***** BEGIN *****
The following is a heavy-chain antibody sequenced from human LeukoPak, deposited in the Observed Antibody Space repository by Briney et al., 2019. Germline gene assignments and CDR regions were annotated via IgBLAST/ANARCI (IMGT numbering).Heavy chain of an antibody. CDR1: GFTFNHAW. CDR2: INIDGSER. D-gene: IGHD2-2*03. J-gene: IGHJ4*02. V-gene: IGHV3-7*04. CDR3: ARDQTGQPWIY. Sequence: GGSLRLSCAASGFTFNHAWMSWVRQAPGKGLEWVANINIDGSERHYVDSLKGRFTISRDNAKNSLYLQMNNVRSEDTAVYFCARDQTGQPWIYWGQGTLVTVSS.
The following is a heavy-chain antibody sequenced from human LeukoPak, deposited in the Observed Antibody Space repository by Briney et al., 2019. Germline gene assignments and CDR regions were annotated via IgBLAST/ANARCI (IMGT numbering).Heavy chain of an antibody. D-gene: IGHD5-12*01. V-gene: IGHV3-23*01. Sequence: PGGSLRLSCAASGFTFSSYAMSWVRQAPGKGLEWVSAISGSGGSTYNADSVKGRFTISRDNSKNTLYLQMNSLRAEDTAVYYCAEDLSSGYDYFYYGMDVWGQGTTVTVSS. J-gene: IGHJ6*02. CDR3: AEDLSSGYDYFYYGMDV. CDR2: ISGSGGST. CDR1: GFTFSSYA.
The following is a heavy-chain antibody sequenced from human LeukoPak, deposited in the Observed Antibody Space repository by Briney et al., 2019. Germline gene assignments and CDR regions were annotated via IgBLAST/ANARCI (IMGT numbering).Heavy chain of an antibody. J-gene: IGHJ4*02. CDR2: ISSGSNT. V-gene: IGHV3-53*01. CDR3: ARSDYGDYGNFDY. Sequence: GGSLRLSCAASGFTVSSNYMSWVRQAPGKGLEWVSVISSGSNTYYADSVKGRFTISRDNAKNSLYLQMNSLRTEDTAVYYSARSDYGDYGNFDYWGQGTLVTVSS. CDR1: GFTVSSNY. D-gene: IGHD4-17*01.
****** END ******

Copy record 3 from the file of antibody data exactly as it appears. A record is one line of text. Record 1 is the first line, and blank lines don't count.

The following is a heavy-chain antibody sequenced from human LeukoPak, deposited in the Observed Antibody Space repository by Briney et al., 2019. Germline gene assignments and CDR regions were annotated via IgBLAST/ANARCI (IMGT numbering).Heavy chain of an antibody. J-gene: IGHJ4*02. CDR2: ISSGSNT. V-gene: IGHV3-53*01. CDR3: ARSDYGDYGNFDY. Sequence: GGSLRLSCAASGFTVSSNYMSWVRQAPGKGLEWVSVISSGSNTYYADSVKGRFTISRDNAKNSLYLQMNSLRTEDTAVYYSARSDYGDYGNFDYWGQGTLVTVSS. CDR1: GFTVSSNY. D-gene: IGHD4-17*01.